The Pentagon Will Start Sending Green-Card Holders To Recruit Training Following A Court Order

After losing a court battle, the Pentagon will suspend a stringent background check policy that had kept hundreds of legal permanent residents from recruit training.

The Pentagon will begin sending hundreds of lawful permanent residents to recruit training following a preliminary injunction against a Trump administration policy that required these green-card holders to undergo extended background checks.

The US Department of Defense said it would now follow a Nov. 30 memo ordering the armed services to comply with the order from Judge Jon S. Tigar of the US District Court for the Northern District of California. Tigar ruled last month that the Trump administration had not adequately explained why the additional screening of green-card recruits was needed, and ordered the military to disregard the policy.

Lawful permanent resident "recruits will be assigned to initial entry training in the same manner as any other recruits," Lt. Col. Carla Gleason, a spokesperson for the Pentagon, said in a statement Monday.

The recruits will begin their training based on the availability of slots, open class dates, and recruit preferences, among other factors, which may affect each person's ship date, Gleason said.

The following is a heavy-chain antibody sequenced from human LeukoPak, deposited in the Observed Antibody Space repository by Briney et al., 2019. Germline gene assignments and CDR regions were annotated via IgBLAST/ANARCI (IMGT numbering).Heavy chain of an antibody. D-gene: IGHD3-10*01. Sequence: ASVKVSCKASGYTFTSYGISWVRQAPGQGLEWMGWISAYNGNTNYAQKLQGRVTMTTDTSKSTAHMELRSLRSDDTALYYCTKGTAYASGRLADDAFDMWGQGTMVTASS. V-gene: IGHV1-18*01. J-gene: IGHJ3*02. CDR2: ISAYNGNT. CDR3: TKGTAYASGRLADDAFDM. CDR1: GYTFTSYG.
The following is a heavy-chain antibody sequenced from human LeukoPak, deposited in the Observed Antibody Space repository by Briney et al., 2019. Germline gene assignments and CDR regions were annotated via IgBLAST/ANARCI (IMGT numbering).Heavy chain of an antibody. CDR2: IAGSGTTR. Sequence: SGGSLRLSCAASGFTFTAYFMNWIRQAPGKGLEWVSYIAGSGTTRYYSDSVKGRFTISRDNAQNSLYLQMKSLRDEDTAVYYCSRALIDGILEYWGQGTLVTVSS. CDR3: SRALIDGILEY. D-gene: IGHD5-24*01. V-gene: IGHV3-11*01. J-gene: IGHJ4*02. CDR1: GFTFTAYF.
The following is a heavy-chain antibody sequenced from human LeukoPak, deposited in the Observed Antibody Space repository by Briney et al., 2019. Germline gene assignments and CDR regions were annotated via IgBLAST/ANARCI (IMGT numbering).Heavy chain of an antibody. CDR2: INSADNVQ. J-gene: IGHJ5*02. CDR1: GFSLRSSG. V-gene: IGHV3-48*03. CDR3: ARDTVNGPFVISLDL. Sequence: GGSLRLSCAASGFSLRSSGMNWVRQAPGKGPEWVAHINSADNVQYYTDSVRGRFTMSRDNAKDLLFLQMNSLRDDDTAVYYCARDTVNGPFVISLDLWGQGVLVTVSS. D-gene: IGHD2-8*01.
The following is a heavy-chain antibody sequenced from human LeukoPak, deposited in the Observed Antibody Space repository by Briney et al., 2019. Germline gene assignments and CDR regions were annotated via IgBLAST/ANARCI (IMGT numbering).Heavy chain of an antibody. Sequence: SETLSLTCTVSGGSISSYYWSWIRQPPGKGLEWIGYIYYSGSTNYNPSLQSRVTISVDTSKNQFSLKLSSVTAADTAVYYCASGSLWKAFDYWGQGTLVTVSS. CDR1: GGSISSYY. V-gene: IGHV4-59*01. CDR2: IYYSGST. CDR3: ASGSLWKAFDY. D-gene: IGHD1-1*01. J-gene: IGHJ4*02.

The additional background checks stemmed from an October 2017 directive outlining a new policy that required additional investigations for green card recruits before they could enter active, reserve, or guard service. The policy prevented hundreds of recruits from entering active service on their projected ship-out dates, creating a backlog.

In response to the policy, the American Civil Liberties Union and the law firm Latham & Watkins LLP filed a class-action lawsuit in federal court this June on behalf of all green card holders who enlisted in the military but had not been permitted to attend basic training.

In his Nov. 16 order, Tigar said the Department of Defense had failed to provide evidence to support its claims that lawful permanent residents posed more of a risk than US citizens.

"If there was no evidence that [lawful permanent residents] posed a greater security risk, this policy change is by definition arbitrary and capricious," Tigar said.

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